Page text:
MISSOULA – In Northwest climbing circles, the name “Whittaker” means everything, from Jim and Lou, the legendary climbers to the founding outfitter REI.
The name “Kennedy” is well known to any student of political history. But most people don’t know about the critical link between the two families, a link you can learn more about at the Big Sky Film Fest this week.
In 1965, two years after becoming the first American to summit Mount Everest, Jim Whittaker was looking for a new adventure. That arrived as a suggestion by National Geographic to lead an expedition to the newly-named Mount Kennedy in the Yukon, a Canadian tribute to John F. Kennedy after his assignation.
“I got a call from them saying, ‘would you be interested inviting Senator Robert Kennedy?’ And I said, ‘well, has he climbed before?’ And they said ‘no’. And I said ‘do they know the mountain’s never been climbed?’ ‘Yeah.” And I said ‘okay, well sure. I’ll invite him.’ So I gave him a call and he said he’d love to come,” Whittaker said.
Although he’d never climbed before, Senator Kennedy proved himself, even catching up with Whittaker headed up the mountain.
“Senator, I said ‘could you slow it down a little bit? We don’t want to wear ourselves out.’ And he said ‘Jim, could you speed it up a little bit’?” Whittaker recalled.
After that successful first ascent in 1965 and the following friendship between the two families, the Kennedy climb just became another part of climbing history. Until Bob Whittaker, his brother Leif, and Chris Kennedy decided it was time to go back.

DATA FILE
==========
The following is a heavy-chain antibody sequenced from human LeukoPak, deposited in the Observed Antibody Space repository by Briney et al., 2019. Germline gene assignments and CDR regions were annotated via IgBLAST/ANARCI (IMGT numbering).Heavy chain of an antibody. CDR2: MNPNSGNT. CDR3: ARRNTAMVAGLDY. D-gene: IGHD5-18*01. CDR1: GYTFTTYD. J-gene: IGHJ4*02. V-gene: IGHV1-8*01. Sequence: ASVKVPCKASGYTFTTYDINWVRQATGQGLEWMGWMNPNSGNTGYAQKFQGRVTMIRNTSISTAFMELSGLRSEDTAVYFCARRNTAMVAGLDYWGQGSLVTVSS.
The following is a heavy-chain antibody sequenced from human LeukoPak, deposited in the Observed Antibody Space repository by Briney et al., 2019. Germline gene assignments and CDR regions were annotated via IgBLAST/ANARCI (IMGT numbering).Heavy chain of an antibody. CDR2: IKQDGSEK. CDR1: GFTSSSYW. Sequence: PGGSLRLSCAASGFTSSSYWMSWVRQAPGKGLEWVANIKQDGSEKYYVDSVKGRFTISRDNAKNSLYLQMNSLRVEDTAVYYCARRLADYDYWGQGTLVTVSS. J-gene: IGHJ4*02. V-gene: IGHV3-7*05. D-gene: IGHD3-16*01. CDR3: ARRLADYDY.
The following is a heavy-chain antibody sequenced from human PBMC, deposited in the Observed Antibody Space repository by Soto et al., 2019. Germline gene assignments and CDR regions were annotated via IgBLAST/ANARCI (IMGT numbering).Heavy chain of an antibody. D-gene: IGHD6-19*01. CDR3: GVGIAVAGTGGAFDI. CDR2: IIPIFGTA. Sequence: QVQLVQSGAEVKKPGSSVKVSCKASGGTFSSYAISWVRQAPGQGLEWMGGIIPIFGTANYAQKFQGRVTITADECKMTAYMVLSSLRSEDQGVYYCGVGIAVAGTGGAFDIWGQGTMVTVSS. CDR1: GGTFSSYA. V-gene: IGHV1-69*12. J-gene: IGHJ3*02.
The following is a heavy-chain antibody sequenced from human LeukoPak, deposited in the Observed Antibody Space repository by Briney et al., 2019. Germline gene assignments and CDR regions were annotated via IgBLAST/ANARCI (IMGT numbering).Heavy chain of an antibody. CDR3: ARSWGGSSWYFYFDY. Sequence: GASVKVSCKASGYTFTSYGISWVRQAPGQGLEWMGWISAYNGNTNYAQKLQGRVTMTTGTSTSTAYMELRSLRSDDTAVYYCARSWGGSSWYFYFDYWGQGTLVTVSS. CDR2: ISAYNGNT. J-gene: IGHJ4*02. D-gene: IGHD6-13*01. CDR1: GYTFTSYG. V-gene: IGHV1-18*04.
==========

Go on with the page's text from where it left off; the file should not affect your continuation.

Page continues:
“For me, the memories were all the pictures in the hallway at the family house and Dad’s stories,” Whittaker said. “We wanted to revisit that.”
“It was remote as heck. I’ve been on glaciers before. And I’ve been climbing and sleeping in tents. But this one for me, it was really interesting. It was a huge emotional component for me, getting out there and being where our father and Bobby had camped and walked up that same Glacier. It wasn’t just a physical adventure. It was emotional and mental as well,” Whittaker told MTN News.
The 50th anniversary climb is captured in Eric Becker’s new film “Return to Kennedy”, which shares those emotional moments.
“I told Leif I was glad there was rope length between because I was crying, tears of joy,” Whittaker said.
“For Whittaker, it was hard to watch the film at first, seeing his friend who’s life was taken away far too soon, and the memories dimmed by time.
“It’s funny when you see that. There are things that see that I don’t remember having seen before,” he said.
“When he saw wrong, he tried to right it. When he saw suffering he tried to heal it. When he saw war he tried to stop it. And that was Bobby Kennedy. He was a beautiful person.”
And for the family, Becker’s film has helped preserve, and renew, those ties.
“I gotta say Dad, I’m so happy. At one point we were putting in some old footage and Dad said ‘you know, I think I’ve got a box of film in the garage by the weight set’,” Whittaker said.
“He called me back and he had all this old footage, this old family footage of Bobby getting off the airplane in Seattle, and going to REI and the family floating rivers.”
And for Jim, who we talked with in Sun Valley where he was skiing days after his 90th birthday, it’s a film that should remind everyone of that special value of families and the outdoors.
“That everybody gets outside. Enjoy the planet. It’s a magical planet and best of luck,” Whittaker said.
“Return to Kennedy” shows at 6 p.m. Wednesday at the Missoula Children’s Theater as part of the Big Sky Documentary Festival.
Click here for more information on the festival.